Posted November 29, 2005 10:53 am by with 1 comment

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It seems like this topic has been a bit of a bandwagon as of late, and I’ll give it a shot, jump on, and throw my $0.02 in.

This has always been something that’s proven difficult in the more than four years that I’ve been in this industry. In my history hiring and training SEMers, I’ve personally interviewed and hired over 30 search engine marketing specialists, and trained well over 100 people (between sales, service, and search marketing specialists). With whatever credibility that lends, I can honestly say that finding and hiring experienced search marketing specialists is the most difficult.

The reasons are obvious: This is a new industry, those with knowledge and experience are mostly self-taught (and often independent consultants), it is not a glamourous industry (if it were, there would be a greater interest), and the combination of marketing and technical aptitude to truly become an expert is quite unique.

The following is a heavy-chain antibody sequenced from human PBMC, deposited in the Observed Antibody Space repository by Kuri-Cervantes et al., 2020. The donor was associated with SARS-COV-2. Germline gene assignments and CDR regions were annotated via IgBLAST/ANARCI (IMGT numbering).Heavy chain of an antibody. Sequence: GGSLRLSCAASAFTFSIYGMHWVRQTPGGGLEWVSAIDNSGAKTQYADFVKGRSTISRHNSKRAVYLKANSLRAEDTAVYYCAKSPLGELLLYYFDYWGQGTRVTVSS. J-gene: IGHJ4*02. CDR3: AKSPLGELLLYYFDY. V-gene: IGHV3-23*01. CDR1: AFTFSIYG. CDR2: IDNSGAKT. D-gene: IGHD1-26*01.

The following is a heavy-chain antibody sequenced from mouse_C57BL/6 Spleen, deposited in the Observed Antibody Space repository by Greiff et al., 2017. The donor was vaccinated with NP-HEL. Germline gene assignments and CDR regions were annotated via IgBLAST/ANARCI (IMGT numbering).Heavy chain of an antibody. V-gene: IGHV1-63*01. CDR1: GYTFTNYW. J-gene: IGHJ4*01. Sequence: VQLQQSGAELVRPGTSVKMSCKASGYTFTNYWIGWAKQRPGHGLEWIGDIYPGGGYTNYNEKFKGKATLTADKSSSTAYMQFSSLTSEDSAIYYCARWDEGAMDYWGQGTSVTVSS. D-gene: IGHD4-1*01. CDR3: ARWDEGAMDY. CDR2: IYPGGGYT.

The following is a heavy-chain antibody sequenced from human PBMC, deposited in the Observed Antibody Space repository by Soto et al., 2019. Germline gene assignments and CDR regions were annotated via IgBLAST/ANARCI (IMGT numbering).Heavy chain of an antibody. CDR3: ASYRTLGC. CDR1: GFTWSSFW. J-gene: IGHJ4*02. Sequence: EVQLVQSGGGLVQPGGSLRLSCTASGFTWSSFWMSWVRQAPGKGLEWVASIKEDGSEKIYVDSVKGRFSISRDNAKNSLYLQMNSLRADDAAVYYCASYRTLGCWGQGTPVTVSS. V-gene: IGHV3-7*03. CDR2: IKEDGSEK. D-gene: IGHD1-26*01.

So, what do you do? Well, there are two answers for two different kinds of SEM positions: Those that are in-house performing services for that specific company, and those providing SEM services at Internet marketing companies.

For hiring in-house, I wish you all the best of luck in finding someone who is both qualified and wishes to work in SEM for an extended period of time. I’m not saying that because of my position and passion for search marketing, but the reality of the situation is that *most* people you will find that you feel are qualified for your organization’s needs (usually based on having managed a PPC campaign, or performed a bit of SEO in the past) will lack the passion and drive to become and maintain expert knowledge of SEM to be stuck in that position for an extended period of time. And if you think that the cost of hiring, alone, is expensive, try on for size the cost of letting your pay-per-click campaign go stagnant.

For hiring at an Internet marketing firm, well, there’s enough competition in the space that I’m sure our competitors have figured it out.

There is hope, however; but that will usually depend on your corporate culture, training resources, and your people management expertise, so I’ll leave that part of the puzzle for the rest to figure out. 😉